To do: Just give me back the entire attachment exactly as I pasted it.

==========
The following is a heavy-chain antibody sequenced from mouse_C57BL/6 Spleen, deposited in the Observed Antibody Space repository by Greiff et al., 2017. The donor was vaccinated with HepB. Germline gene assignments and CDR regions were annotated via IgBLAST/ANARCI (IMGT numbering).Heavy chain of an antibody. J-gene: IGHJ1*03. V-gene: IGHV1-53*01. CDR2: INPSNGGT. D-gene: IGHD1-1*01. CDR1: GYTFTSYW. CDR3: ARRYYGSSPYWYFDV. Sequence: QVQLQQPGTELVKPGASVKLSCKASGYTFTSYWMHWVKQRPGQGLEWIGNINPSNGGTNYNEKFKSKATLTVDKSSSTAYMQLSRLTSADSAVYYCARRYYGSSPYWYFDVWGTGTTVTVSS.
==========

The following is a heavy-chain antibody sequenced from mouse_C57BL/6 Spleen, deposited in the Observed Antibody Space repository by Greiff et al., 2017. The donor was vaccinated with HepB. Germline gene assignments and CDR regions were annotated via IgBLAST/ANARCI (IMGT numbering).Heavy chain of an antibody. J-gene: IGHJ1*03. V-gene: IGHV1-53*01. CDR2: INPSNGGT. D-gene: IGHD1-1*01. CDR1: GYTFTSYW. CDR3: ARRYYGSSPYWYFDV. Sequence: QVQLQQPGTELVKPGASVKLSCKASGYTFTSYWMHWVKQRPGQGLEWIGNINPSNGGTNYNEKFKSKATLTVDKSSSTAYMQLSRLTSADSAVYYCARRYYGSSPYWYFDVWGTGTTVTVSS.